The Ruby Way


The Ruby Way is a Ruby programming book, published by Addison-Wesley. It covers a dizzying amount of Ruby topics in a "how to" format—including data types, meta­program­ming, I/O, GUIs, web develop­ment, OOP, and more. It's an essential book for any Rubyist's library.

Buy The Book

The Ruby Way (3rd Edition) will be available wherever technical books are sold. Start reading it right away at Safari Books Online, or pre-order a paperback copy from, Barnes & Noble, or Addison-Wesley.

People Are Saying

“Sticking to its tried and tested formula of cutting right to the techniques the modern day Rubyist needs to know, the latest edition of The Ruby Way keeps its strong reputation going for the latest generation of the Ruby language.” Peter Cooper of Ruby Weekly

Sample Chapter

“A string, as in other languages, is simply a sequence of characters. Like most entities in Ruby, strings are first-class objects. In everyday programming, we need to manipulate strings in many ways. We want to concatenate strings, tokenize them, analyze them, perform searches and substitutions, and more. Ruby makes most of these tasks easy.” more…

Hal Fulton

Hal first programmed with Ruby in 1999. In 2001, he began writing The Ruby Way, the second Ruby book published in English. He holds two computer science degrees from the University of Mississippi, and taught computer science for four years. He has worked for more than 25 years with various forms of UNIX and Linux. He is currently employed at in Fort Worth, Texas, working primarily in Ruby. His website is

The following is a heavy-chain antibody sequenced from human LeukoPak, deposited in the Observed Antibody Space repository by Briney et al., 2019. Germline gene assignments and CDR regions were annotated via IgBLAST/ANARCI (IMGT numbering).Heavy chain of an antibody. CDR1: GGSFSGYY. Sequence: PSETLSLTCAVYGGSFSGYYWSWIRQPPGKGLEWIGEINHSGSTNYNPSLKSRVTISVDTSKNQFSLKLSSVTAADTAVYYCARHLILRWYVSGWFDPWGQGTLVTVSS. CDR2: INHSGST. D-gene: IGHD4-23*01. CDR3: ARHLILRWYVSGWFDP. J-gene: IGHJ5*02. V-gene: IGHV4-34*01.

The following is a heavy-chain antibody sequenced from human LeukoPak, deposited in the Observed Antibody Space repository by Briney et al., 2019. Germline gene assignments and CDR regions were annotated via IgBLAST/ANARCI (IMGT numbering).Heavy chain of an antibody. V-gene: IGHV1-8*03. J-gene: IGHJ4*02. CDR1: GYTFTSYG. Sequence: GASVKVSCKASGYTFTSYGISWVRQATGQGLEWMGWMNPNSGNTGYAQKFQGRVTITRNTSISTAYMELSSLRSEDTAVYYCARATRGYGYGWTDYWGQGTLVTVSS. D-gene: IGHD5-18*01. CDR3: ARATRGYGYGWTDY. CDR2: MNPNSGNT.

André Arko

André first encountered Ruby as a student in 2004, when The Ruby Way helped him decide to pursue a career as a Ruby programmer. Working at Cloud City Development, he provides expertise on web development and Ruby for clients. He spends his free time working on Bundler, the Ruby dependency manager, and doing volunteer work to increase diversity and inclusiveness throughout the Ruby community. His website and blog are at

Source Code

The Ruby Way contains a lot of Ruby code. Once the book is published, you'll be able to download all of the source code contained in the book from this page, so you can try it out, experiment, and see examples of how to do things in Ruby without having to type everything in yourself.


If you've found an error, please check the errata list for corrections. To report new errata, give feedback about the book, or to request a free Ruby Way sticker, email the authors. They can also be found on Twitter as @hal_fulton and @indirect.

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